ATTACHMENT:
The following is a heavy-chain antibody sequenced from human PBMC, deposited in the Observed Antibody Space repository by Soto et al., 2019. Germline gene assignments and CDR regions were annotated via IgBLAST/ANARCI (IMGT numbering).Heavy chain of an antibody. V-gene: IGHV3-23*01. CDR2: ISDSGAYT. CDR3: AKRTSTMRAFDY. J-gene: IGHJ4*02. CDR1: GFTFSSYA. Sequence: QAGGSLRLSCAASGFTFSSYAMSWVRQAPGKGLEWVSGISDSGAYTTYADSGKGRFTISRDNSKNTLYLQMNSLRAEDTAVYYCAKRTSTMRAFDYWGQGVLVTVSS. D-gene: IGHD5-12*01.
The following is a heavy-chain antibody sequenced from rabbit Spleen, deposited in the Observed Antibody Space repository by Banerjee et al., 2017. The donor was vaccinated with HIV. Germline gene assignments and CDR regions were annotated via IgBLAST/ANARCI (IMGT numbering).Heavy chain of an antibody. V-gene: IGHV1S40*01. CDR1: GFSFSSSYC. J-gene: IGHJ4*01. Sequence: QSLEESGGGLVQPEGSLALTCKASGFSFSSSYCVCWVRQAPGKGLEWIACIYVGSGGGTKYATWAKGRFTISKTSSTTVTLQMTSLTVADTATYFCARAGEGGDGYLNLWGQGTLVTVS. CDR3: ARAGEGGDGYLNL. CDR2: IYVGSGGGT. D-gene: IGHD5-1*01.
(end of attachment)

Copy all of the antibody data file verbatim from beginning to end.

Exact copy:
The following is a heavy-chain antibody sequenced from human PBMC, deposited in the Observed Antibody Space repository by Soto et al., 2019. Germline gene assignments and CDR regions were annotated via IgBLAST/ANARCI (IMGT numbering).Heavy chain of an antibody. V-gene: IGHV3-23*01. CDR2: ISDSGAYT. CDR3: AKRTSTMRAFDY. J-gene: IGHJ4*02. CDR1: GFTFSSYA. Sequence: QAGGSLRLSCAASGFTFSSYAMSWVRQAPGKGLEWVSGISDSGAYTTYADSGKGRFTISRDNSKNTLYLQMNSLRAEDTAVYYCAKRTSTMRAFDYWGQGVLVTVSS. D-gene: IGHD5-12*01.
The following is a heavy-chain antibody sequenced from rabbit Spleen, deposited in the Observed Antibody Space repository by Banerjee et al., 2017. The donor was vaccinated with HIV. Germline gene assignments and CDR regions were annotated via IgBLAST/ANARCI (IMGT numbering).Heavy chain of an antibody. V-gene: IGHV1S40*01. CDR1: GFSFSSSYC. J-gene: IGHJ4*01. Sequence: QSLEESGGGLVQPEGSLALTCKASGFSFSSSYCVCWVRQAPGKGLEWIACIYVGSGGGTKYATWAKGRFTISKTSSTTVTLQMTSLTVADTATYFCARAGEGGDGYLNLWGQGTLVTVS. CDR3: ARAGEGGDGYLNL. CDR2: IYVGSGGGT. D-gene: IGHD5-1*01.